Ask A Scientist
Many animals have more than one stomach and humans only have one. Why is this?
Asked by: Liam Charles
School: West Middle School, Binghamton School District
Teacher: Jo Ann Summerlee
Hobbies/Interests: Video games, animals, geography, soccer, history, big cities and fireworks.
Career Interest: I would love to be a professional soccer player, but I think I will be a Graphic Designer
Answer from Debbie Dittrich
Research Support Specialist, Binghamton University
Research area: Teardown analysis of electronic packages
Interests/hobbies: Docent at the Binghamton Zoo, nature photography and gardening.
The animals that you are referring to are called ruminants. They don't actually have more than one stomach, but have one stomach with four chambers. Cows, camels, llamas, deer, sheep and goats are examples of ruminants.
As you may have guessed, ruminants are animals that eat only plants, or herbivores. Plants contain cellulose, which is difficult to digest. In fact, many animals (humans included) cannot digest cellulose. Creatures that are dependent on a plant-based diet therefore need special adaptations to be able to digest this material. The four-chambered stomach is one such adaptation.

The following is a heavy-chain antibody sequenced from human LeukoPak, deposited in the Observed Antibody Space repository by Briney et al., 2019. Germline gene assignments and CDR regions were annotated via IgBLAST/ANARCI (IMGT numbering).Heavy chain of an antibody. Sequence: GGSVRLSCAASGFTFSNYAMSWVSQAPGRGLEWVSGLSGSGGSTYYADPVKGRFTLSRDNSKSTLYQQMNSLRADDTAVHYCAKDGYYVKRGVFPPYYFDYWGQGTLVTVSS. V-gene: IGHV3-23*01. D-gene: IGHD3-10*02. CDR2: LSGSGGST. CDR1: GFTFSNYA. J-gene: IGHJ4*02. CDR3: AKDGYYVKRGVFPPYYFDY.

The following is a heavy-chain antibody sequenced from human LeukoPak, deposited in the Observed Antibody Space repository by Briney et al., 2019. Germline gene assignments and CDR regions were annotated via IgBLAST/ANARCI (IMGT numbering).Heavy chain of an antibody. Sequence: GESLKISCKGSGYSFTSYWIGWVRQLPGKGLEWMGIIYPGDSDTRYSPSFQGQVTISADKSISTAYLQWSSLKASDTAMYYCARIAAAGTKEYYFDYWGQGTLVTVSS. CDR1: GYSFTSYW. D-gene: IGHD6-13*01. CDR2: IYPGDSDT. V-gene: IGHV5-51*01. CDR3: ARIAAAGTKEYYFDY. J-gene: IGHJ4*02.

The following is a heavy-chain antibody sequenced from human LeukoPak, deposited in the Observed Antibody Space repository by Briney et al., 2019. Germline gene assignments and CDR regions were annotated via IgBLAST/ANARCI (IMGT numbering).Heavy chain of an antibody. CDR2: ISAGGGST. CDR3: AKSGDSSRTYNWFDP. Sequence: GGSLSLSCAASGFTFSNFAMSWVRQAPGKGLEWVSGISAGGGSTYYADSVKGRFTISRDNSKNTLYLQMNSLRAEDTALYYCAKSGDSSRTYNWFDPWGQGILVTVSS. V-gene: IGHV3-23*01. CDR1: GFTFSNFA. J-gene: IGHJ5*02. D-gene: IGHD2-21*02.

The ruminant stomach is composed of the rumen, reticulum, omasum and abomasum. When food is first swallowed, it enters the rumen. The rumen contains microorganisms, which produce cellulase, an enzyme no mammal is able to produce by itself. Cellulase breaks cellulose down into fatty acids, which are absorbed in the stomach and used for energy. This process is most efficient when food is broken down very well, as by chewing. Chewing food more than once then sounds like a good idea. In fact, ruminants regurgitate their food and chew it again. We call this chewing cud, or ruminating. Cud comes from food stored in the rumen and reticulum. Once food is chewed thoroughly it passes into the omasum, where water and minerals are absorbed, and finally into the abomasum, which is the equivalent of our stomach. Several years ago, I attended an open house at the Cornell veterinary school. There I met a very special cow with a hole in her side. The hole, called a fistula - is created by a veterinarian. It is a three-inch diameter opening into the rumen and can be closed with a plug. Sometimes cows do not have enough microorganisms in their rumens and become very ill because they cannot properly digest their food. If this happens, vets can replace the microorganisms in the sick cow's stomach with some from the fistulated cow. Apparently the cow does not even notice the fistula, and provides a very important service to cows that could otherwise die.